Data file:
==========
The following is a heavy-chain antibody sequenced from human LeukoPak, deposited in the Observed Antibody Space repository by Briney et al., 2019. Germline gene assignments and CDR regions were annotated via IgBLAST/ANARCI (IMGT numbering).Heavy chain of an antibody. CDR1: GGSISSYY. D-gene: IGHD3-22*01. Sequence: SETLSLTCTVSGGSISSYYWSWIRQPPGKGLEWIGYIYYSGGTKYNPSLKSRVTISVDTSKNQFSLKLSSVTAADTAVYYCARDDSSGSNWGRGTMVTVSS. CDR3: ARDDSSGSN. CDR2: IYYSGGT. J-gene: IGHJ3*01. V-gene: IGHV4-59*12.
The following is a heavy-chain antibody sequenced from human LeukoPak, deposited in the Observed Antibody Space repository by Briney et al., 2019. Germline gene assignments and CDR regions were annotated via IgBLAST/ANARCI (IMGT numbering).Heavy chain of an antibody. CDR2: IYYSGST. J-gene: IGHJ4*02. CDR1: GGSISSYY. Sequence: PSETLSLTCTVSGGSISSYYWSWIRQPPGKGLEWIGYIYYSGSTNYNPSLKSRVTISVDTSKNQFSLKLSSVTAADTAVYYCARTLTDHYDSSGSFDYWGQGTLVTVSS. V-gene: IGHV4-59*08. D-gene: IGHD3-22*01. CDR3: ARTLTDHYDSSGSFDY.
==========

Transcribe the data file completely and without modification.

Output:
The following is a heavy-chain antibody sequenced from human LeukoPak, deposited in the Observed Antibody Space repository by Briney et al., 2019. Germline gene assignments and CDR regions were annotated via IgBLAST/ANARCI (IMGT numbering).Heavy chain of an antibody. CDR1: GGSISSYY. D-gene: IGHD3-22*01. Sequence: SETLSLTCTVSGGSISSYYWSWIRQPPGKGLEWIGYIYYSGGTKYNPSLKSRVTISVDTSKNQFSLKLSSVTAADTAVYYCARDDSSGSNWGRGTMVTVSS. CDR3: ARDDSSGSN. CDR2: IYYSGGT. J-gene: IGHJ3*01. V-gene: IGHV4-59*12.
The following is a heavy-chain antibody sequenced from human LeukoPak, deposited in the Observed Antibody Space repository by Briney et al., 2019. Germline gene assignments and CDR regions were annotated via IgBLAST/ANARCI (IMGT numbering).Heavy chain of an antibody. CDR2: IYYSGST. J-gene: IGHJ4*02. CDR1: GGSISSYY. Sequence: PSETLSLTCTVSGGSISSYYWSWIRQPPGKGLEWIGYIYYSGSTNYNPSLKSRVTISVDTSKNQFSLKLSSVTAADTAVYYCARTLTDHYDSSGSFDYWGQGTLVTVSS. V-gene: IGHV4-59*08. D-gene: IGHD3-22*01. CDR3: ARTLTDHYDSSGSFDY.